Bryan Clontz specializes in brokering gifts of non-cash assets to charity, so he has seen his share of unusual donations. But even he was nonplussed when a community foundation called and asked if he could help them accept and quickly liquidate a collection of 88 stuffed and mounted safari trophies, among them an elephant and a black rhinoceros.
“They wanted the money, but not the animals, which also included a three-legged Arctic fox,” the founder and president of Charitable Solutions, LLC, told professional advisors at the Boston Foundation on April 30. Fortunately, Mr. Clontz was able to arrange for an auction that yielded about $325,000 for charity.
While very few people have taxidermy collections to donate, non-cash (or complex) assets have enormous potential for good because charities, unlike regular people, don’t pay capital gains taxes when appreciated property (held longer than a year) is sold. Yet giving complex assets, such as illiquid company stock, land, privately held corporations or anything else not priced by a public market, requires planning and care that simple donations of cash don’t.
Chase Magnuson, president of Virginia-based Real Estate for Charities, says advisors need to be aware of “the land mines they can step on that turn an otherwise wonderful gift into a nightmare for the donor and eventually for the charity.”
The two biggest land mines are timing – shares in a closely held business, for example, must be donated before there is a signed purchase and sale agreement if the donor wants a tax deduction – and valuation. Advisors whose clients have upcoming liquidity events should raise the subject of charitable giving sooner, rather than later, because of IRS rules.
“It’s almost the obligation of the advisor to bring this up early so that a solution like this isn’t missed,” says Elliot Rotstein, a Boston-based Vice President of Management Planning Inc., which specializes in valuing interests in closely held businesses and private-equity and hedge funds. “The three things people need to consider are: what is the best asset to give, what is the right time to give it and what is the right vehicle to use?” Cash, he says, is almost never the right asset.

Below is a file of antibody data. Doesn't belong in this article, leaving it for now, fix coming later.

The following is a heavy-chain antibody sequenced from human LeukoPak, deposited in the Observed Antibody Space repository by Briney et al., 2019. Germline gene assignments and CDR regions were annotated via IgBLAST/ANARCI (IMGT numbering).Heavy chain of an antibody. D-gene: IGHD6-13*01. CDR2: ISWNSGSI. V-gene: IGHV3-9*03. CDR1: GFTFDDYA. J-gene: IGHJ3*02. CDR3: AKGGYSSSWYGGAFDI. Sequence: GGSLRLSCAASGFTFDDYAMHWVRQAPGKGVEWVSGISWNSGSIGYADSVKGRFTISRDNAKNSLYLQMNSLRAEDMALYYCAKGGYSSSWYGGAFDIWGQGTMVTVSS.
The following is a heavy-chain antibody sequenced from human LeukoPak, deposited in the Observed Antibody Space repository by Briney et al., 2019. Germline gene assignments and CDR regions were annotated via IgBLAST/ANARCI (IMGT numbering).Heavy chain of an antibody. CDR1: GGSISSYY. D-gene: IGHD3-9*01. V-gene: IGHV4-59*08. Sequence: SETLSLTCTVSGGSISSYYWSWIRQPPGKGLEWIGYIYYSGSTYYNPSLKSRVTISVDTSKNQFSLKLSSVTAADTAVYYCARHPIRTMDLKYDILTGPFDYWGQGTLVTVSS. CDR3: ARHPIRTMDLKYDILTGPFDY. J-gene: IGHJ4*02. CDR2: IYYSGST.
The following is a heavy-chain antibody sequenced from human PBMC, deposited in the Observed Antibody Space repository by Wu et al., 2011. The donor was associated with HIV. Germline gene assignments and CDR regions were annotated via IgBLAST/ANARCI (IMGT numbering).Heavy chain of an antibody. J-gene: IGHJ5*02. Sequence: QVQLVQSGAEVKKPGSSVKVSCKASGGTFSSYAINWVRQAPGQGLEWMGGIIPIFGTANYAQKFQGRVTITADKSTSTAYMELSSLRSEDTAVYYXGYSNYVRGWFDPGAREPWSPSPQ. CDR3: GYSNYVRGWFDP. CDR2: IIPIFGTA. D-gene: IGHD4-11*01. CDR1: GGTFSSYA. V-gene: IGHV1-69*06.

While only 5 percent of the $69.7 trillion in American household assets is cash, it and publicly traded securities account for 75 percent of all itemized charitable donations, according to John Havens of the Center on Wealth and Philanthropy at Boston College.
That may partly be due to the inability of many small charities to handle gifts of complex assets.
“By giving complex assets through the Boston Foundation to establish or replenish a Donor Advised Fund, donors can make grants to smaller nonprofits that would otherwise be unable to accept the gift,” says Laura T. Godine, Senior Director of Professional Advisor Relations. So far, she says, the Foundation has been able to handle virtually every kind of asset. “Someone once gave us a share in a cruise ship! That yielded close to $30 million for his Donor Advised Fund.”
Determining fair market value is key
Donors must obtain a “qualified appraisal” for the asset they are giving away, and that appraisal must be dated no earlier than 60 days before the gift and no later than the filing date of the tax return for the year of the gift. “The burden here rests with the charity and the professional advisors,” notes Mr. Rotstein, an incoming member of the Boston Foundation’s Professional Advisor Network. “The advisors need to let their clients know that if they are going to gift something that’s not publicly traded and for which there’s not a ready market, it’s the donor’s obligation to obtain the appraisal.” That’s because the donor will be submitting an IRS form 8283 with his or her tax return, a document declaring the gift’s fair market value. And the form has to be signed by the appraiser, the charity and the taxpayer.
“It happens all the time that donors don’t realize they have to complete the 8283,” explains Robert F. Reilly, a CPA and author of a recent textbook on valuing complex assets. Advisors should let their clients know what documentation and substantiation requirements must be met in order to successfully claim a charitable deduction on their taxes, according to Mr. Reilly, a managing director at Willamette Management Associates in Chicago who frequently testifies about valuations in court.
How to select an appraiser
Advisors should also help their clients find and vet appraisers. “Advisors need to ask the right questions to ensure that the Internal Revenue Service’s qualified appraisal test will be met,” says Reilly, who suggests asking:
- Does the appraiser have experience with charitable contribution appraisals for this type of property?
- Last year, how many 8283s did the appraiser sign for this kind of asset?
- Does the appraiser have experience defending his or her work before the IRS?
Nelson Clayton, an accredited senior appraiser who serves on the Board of Governors of the American Society of Appraisers, says appraisers generally charge $100 to $500 an hour and should never base their fee on the percentage of the value or offer to purchase the item.
Appraisers should also be willing to testify if the charitable deduction becomes the subject of an audit or a tax court case, according to Mr. Reilly. Courts are getting stricter, and “judges are expecting better substantiated appraisals than they would have accepted 10 years ago,” he says.